That Time a Klansman Shoved Skittles in Comedian W. Kamau Bell’s Face

It wasn’t the first time the rainbow candy inadvertently played a role in racial controversies.

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Comedian W. Kamau Bell showed up at a Ku Klux Klan rally in Kentucky in 2014 fully expecting to face steely stares and racist comments. (Bell is African American.) He was there to film an episode of his CNN TV show, United Shades of America, but even so, “I had been worried that some of the guys there would really not be okay I was there,” he writes in his 2017 memoir, The Awkward Thoughts of W. Kamau Bell, “and that someone was going to run up and attack me.” But when one of the masked Klansmen did approach Bell, it was to hand him iced tea and Skittles—the snacks Trayvon Martin purchased the night he was killed by George Zimmerman in 2012.

“In that moment, I knew they were trying to get me, they wanted to see if I would crack,” Bell told us on our most recent episode of Bite podcast. Bell told a joke instead, and watched the “phalanx of Klan members” laugh nervously. “Comedy is a way to stop the bigger guy from hurting you,” Bell says. “If you laugh, I have power over you in that moment.”

It wasn’t the first time Skittles inadvertently played a role in racial controversies. Last September, Donald Trump Jr. tweeted a campaign poster for his father that compared Syrian refugee children to the rainbow-colored candy. Trump Jr. has since taken the image on his own tweet down, but you can see it in Wired editor Nicholas Thompson’s disgusted reaction, below:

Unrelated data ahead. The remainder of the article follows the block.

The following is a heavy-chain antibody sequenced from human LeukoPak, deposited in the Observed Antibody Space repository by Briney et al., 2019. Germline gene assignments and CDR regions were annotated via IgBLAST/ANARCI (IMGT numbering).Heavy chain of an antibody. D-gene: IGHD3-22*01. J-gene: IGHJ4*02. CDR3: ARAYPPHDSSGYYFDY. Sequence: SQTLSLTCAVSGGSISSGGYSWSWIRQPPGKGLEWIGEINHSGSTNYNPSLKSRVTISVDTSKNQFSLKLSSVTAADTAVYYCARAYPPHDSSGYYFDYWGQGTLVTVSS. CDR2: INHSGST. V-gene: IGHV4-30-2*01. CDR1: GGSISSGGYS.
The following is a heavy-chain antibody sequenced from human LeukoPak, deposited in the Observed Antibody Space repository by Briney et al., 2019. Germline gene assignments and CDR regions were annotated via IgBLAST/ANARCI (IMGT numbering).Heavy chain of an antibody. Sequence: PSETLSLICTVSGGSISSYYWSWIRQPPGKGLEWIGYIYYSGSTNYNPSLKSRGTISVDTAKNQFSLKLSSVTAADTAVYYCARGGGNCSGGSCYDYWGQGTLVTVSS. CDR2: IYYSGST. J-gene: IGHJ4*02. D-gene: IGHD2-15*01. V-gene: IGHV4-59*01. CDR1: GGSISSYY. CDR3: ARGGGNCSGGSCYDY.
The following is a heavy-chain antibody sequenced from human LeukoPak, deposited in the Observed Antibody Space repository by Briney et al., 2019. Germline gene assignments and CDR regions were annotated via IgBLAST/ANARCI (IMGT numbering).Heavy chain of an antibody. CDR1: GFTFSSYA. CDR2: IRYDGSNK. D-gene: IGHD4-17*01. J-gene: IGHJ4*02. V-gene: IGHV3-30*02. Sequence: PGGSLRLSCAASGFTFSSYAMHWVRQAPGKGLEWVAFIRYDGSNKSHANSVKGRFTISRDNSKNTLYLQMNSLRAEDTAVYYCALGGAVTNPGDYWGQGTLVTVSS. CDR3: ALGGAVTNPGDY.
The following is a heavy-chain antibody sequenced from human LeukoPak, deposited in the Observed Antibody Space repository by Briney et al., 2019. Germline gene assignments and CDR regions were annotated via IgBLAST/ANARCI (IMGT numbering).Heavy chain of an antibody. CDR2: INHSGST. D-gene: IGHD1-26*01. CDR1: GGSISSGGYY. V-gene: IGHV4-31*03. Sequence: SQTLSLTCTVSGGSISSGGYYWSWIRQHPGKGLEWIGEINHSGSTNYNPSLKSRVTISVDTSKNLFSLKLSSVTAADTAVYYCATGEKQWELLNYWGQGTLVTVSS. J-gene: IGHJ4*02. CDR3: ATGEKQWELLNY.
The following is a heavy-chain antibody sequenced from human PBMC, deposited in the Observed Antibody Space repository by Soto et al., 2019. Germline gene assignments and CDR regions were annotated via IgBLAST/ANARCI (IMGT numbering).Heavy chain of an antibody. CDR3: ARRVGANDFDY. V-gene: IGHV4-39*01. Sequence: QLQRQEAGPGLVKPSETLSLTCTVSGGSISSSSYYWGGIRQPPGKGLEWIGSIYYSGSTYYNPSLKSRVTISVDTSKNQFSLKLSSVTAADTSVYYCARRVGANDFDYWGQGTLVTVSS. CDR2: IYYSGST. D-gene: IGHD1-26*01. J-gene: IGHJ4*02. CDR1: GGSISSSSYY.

Trump Jr.’s tweet wasn’t just offensive—he also had his math wrong, argued Washington Post reporter Greg Sargent who posted a video debunking the claim. Data suggests that the “risk of a refugee killing an American in a terrorist attack is 1 in 3.64 billion,” Sargent reported. “Refugees aren’t candy in a bowl, of course—they’re people fleeing war, forced from their homes, trying to save their kids,” he added, akin to Skittles’ maker Mars Inc.’s retort to the offending tweet:

Then, in June, Skittles decided to sell all-white packets of its candy in Europe in support of LGBTQ rights: “During Pride, only one rainbow matters. So we’ve given up ours to show support,” the special edition’s packaging read. But the campaign seemed to have missed the mark—some people saw it as supporting white people, rather than the queer community.

On Bite, Bell talks more about how food can become a cultural symbol, racist or otherwise. He also reveals the key to the most savory gumbo, and who would land an invite to his fantasy dinner party in this trying time in American history.

Bite is Mother Jones’ podcast for people who think hard about their food. Listen to all our episodes here, or subscribe in iTunes or Stitcher or via RSS.

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We didn't know what to expect when we told you we needed to raise $400,000 before our fiscal year closed on June 30, and we're thrilled to report that our incredible community of readers contributed some $415,000 to help us keep charging as hard as we can during this crazy year.

You just sent an incredible message: that quality journalism doesn't have to answer to advertisers, billionaires, or hedge funds; that newsrooms can eke out an existence thanks primarily to the generosity of its readers. That's so powerful. Especially during what's been called a "media extinction event" when those looking to make a profit from the news pull back, the Mother Jones community steps in.

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